Loading ...
Sorry, an error occurred while loading the content.
 

Re: [XTalk] Luke's Greek

Expand Messages
  • Stephen C. Carlson
    ... Thanks for your comments, but please call me Mr. or just plain Stephen as it is not customary to address a person as Dr. with the doctor s degree I
    Message 1 of 27 , Sep 30 10:02 PM
      At 02:25 PM 9/30/01 -0700, Bob Dietel wrote:
      >Dr Carlson is bang on when he writes

      Thanks for your comments, but please call me "Mr." or just
      plain "Stephen" as it is not customary to address a person
      as "Dr." with the doctor's degree I hold (Juris Doctor).

      >>... ENWPION has the earlier
      >>and better attestation, and it is very rare to see the critical text depart from the joint testimony of Codex Sinaiticus (01 Aleph) and Codex Vaticanus (03 B)...
      >>
      >although that very rare event does occur in the first of the two verses
      >in question, v 75, where the Sinaiticus diverges from P4 and the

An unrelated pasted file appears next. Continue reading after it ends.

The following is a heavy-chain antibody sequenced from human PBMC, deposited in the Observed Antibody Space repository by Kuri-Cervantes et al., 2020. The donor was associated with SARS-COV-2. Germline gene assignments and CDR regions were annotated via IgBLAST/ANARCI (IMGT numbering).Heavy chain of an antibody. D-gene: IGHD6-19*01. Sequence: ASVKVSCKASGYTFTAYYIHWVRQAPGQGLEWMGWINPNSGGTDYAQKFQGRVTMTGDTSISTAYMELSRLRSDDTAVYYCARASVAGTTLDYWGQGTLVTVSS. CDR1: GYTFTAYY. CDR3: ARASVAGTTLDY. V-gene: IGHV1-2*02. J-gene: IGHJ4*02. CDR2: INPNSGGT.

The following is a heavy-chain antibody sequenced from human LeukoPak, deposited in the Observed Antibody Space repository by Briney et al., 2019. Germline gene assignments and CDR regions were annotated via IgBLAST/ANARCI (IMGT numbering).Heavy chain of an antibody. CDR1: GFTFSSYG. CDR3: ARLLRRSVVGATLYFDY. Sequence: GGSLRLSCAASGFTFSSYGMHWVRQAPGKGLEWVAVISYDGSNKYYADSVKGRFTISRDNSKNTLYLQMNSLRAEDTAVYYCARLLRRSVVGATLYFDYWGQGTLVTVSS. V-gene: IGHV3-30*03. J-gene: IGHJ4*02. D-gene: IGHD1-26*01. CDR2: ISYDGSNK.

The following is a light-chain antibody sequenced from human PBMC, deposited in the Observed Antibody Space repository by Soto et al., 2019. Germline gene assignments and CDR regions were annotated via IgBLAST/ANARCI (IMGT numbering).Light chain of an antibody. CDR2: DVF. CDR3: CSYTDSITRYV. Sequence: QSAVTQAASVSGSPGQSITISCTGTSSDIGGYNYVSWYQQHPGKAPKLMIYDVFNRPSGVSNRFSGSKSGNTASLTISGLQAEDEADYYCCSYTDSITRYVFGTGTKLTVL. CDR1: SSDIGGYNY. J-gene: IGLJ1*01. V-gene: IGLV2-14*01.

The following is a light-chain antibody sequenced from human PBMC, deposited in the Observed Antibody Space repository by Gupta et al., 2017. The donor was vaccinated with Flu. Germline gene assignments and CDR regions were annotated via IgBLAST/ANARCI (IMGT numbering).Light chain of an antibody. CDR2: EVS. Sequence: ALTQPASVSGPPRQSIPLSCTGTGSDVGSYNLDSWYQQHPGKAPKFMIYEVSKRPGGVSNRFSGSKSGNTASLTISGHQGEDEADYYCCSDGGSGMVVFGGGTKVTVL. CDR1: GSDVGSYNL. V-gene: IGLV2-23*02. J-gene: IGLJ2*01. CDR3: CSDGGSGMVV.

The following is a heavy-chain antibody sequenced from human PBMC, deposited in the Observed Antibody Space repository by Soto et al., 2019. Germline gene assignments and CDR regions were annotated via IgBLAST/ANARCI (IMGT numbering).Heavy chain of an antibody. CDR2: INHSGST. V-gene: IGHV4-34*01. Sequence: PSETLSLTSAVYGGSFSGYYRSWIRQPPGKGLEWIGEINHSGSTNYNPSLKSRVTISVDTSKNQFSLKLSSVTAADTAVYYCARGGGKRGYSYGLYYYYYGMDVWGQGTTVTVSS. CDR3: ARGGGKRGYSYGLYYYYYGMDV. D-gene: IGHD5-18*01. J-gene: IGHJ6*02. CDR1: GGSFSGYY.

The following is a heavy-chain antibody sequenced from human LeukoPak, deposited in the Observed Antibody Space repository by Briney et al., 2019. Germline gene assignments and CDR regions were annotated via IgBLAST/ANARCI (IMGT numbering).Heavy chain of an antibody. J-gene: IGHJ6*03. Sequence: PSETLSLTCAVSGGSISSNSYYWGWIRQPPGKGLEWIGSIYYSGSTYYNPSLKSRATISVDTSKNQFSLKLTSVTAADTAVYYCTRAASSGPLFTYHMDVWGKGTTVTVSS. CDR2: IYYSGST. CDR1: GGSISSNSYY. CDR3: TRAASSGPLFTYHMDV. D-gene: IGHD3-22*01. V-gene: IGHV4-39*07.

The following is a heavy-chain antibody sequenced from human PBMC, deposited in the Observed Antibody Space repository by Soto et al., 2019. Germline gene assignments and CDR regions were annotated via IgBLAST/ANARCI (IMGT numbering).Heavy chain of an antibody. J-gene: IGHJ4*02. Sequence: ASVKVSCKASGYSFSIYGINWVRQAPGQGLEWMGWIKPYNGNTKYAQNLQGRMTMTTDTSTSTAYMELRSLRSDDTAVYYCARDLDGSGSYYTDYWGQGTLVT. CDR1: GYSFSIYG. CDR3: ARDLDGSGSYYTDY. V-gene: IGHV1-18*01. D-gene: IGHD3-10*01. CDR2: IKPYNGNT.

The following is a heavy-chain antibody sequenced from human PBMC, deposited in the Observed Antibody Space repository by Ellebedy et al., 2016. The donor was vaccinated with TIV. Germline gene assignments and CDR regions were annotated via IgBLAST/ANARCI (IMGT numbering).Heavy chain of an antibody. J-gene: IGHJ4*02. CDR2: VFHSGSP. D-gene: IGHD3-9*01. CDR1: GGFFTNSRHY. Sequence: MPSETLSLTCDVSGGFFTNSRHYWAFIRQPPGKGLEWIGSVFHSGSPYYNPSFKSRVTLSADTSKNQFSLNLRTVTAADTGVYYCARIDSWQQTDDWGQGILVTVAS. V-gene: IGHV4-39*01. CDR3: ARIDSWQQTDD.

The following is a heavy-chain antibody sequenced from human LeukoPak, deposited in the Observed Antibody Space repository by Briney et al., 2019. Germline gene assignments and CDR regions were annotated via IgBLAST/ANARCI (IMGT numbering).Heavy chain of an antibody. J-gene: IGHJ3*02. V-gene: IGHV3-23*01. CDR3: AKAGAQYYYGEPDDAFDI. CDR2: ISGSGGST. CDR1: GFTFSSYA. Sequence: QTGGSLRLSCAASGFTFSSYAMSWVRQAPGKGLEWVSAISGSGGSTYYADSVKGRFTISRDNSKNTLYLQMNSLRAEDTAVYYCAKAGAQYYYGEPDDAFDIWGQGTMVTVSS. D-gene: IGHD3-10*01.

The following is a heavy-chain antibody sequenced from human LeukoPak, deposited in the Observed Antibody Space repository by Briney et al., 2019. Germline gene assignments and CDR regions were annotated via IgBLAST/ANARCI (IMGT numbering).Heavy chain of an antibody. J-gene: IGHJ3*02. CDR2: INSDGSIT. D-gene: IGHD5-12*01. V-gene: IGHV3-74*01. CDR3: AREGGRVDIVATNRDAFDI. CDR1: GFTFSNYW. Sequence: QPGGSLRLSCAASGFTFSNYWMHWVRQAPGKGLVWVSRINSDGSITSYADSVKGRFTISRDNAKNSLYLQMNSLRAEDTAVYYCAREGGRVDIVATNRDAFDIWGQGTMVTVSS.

>Vaticanus B to support the Textus Receptus reading.

      Actually, what I meant by "joint testimony" was the agreement of
      01 and B with each other. When they do agree so, it is very rare
      to see NA27 depart from that agreement. Yes, you are correct that
      that 01 and B can be found to disagree at times, as in your example,
      but I did not intend to refer that situation.

      Stephen Carlson
      --
      Stephen C. Carlson mailto:scarlson@...
      Synoptic Problem Home Page http://www.mindspring.com/~scarlson/synopt/
      "Poetry speaks of aspirations, and songs chant the words." Shujing 2.35
    • FMMCCOY
      ... From: Bob Schacht To: Sent: Sunday, September 30, 2001 5:31 PM Subject: Re: [XTalk] Luke s Greek . ...